Using mobile phones to teach

Posted: November 24, 2010 in Features...

Mobile phones are considered a defining technology of the youth today. Its earlier years saw educators labeling it as a classroom disturbance, thus banning students from bringing it in class. The main issue back then was very loud ring tones and students’ too much text messaging during class.

However, times are different now. Mobile phone companies are now promoting the use of the gadget in classrooms to improve the skills of students. Smart phones, the more advanced breed of mobile phones, are smaller, cheaper, and more coveted by students compared to laptops and computers.

Some studies regarding the use of mobile phones as an educational tool suggest positive results. For one, data gathered from the study conducted by Digital Millenial showed that the ninth and 10th grade students from four North Carolina schools in low-income neighborhoods who were given cellular phones to aid them in their study of Algebra showed improvement in their understanding of the said subject. The study found that the students with phones performed 25 percent better on the end-of-the-year algebra exam.

Liz Kolb, a high school teacher, was able to devise ways on how to use mobile phones as learning tools and as “anytime, anywhere, data-collection tools.”

In her book Toys to Tools: Connecting Student Cell Phones to Education, she suggested several ways on how to turn the phone into a learning device:

  • Be a Documentarian – Cell phones are a great documentation tool for field trips or vacations to add more zest to that “What I Did During the Break” report.
  • Be a Writer – Try asking students to send Shakespeare as a text message during a unit review. They can rewrite what happened in a particular act, translating the text to new English in 160 characters or less. It can also encourage students to think about what act they are summarizing or what the important character traits are. There are also other sites like Textnovel.com which allows people to collaboratively (or individually) write their own novel through text messaging.
  • Be an Expert – Websites like Textmarks.com enable teens to position themselves as experts on topics and share their knowledge with others. They can even sign up and create a campaign (after researching facts and figures) to which family members and friends can subscribe to.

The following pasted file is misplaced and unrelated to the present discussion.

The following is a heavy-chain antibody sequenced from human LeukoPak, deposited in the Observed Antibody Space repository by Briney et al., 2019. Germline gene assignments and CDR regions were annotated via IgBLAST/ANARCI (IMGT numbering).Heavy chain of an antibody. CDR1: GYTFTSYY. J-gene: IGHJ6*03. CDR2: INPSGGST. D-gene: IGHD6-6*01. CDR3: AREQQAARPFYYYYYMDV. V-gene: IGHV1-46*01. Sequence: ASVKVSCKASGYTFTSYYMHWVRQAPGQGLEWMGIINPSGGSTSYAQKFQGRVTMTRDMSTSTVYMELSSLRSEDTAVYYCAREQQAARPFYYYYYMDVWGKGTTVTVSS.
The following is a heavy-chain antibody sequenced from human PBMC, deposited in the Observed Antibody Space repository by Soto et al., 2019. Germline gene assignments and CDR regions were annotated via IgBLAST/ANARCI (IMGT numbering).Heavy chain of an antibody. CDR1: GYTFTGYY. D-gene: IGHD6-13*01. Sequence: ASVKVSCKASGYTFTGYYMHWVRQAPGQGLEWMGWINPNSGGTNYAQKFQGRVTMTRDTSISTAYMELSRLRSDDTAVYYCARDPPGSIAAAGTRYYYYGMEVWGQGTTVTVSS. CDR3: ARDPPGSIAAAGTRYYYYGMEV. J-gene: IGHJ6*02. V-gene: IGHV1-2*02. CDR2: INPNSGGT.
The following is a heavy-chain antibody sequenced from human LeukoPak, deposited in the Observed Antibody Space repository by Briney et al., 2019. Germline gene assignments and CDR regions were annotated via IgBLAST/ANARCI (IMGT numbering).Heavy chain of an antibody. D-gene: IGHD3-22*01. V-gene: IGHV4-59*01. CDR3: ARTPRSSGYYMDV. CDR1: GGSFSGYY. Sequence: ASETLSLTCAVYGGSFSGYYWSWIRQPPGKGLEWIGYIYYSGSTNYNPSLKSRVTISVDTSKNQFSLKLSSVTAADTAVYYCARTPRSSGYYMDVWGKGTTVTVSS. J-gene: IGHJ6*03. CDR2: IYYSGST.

• Be a Mobile Journalist – Students can start snapping pictures of unusual but relevant subjects like bridges in need of repair, interesting signs, unusual weather or events, and send this to a major or local news organization. It persuades students to think critically about what is happening around them, which is an important academic skill.
  • Be an Oral Historian – Cell phones have built-in recorders. Using sites like Drop.io, students can store audio recordings in a password-protected space online. This is a great way to record oral history from grandparents, senior citizens in the community or local historians. If a performing group or respected author is in town, they can record an interview too.
  • Be a Communicator – Recent research shows that parents feel cell phones help them communicate better with their children. Sites like Textmarks.com enable students to create text message alerts so it would be easy to let everyone know their whereabouts, for instance, all at once. Messages are communicated immediately to a group, be it immediate family, friends, or classmates.
  • Be Organized – Students who have trouble with organizing themselves can sign up for sites like Dial2do.com. It allows them to create speak-to-text messages and e-mails, make calendar appointments, and listen to their calendars through their cell phones.

Sources:

Christ, Lindsey. “Teachers’ Class Promotes Cell Phones As Next Great Learning Tools.” Retrieved October 13, 2010 from
http://www.ny1.com/content/news_beats/117128/teachers–class-promotes-cell-phones-as-next-great-learning-tools
Richtel, Matt and Stone, Brad. “Industry Makes Pitch That Smartphones Belong in Classroom.” Retrieved October 13, 2010 from
http://www.nytimes.com/2009/02/16/technology/16phone.html
Sorrentino, Johanna. “Cell Phones: 21st Century Learning Tools?” Retrieved October 13, 2010 from
http://www.education.com/magazine/article/cell_phone_learning/?page=3

(Published 08 November 2010, Smart Communications Inc.)

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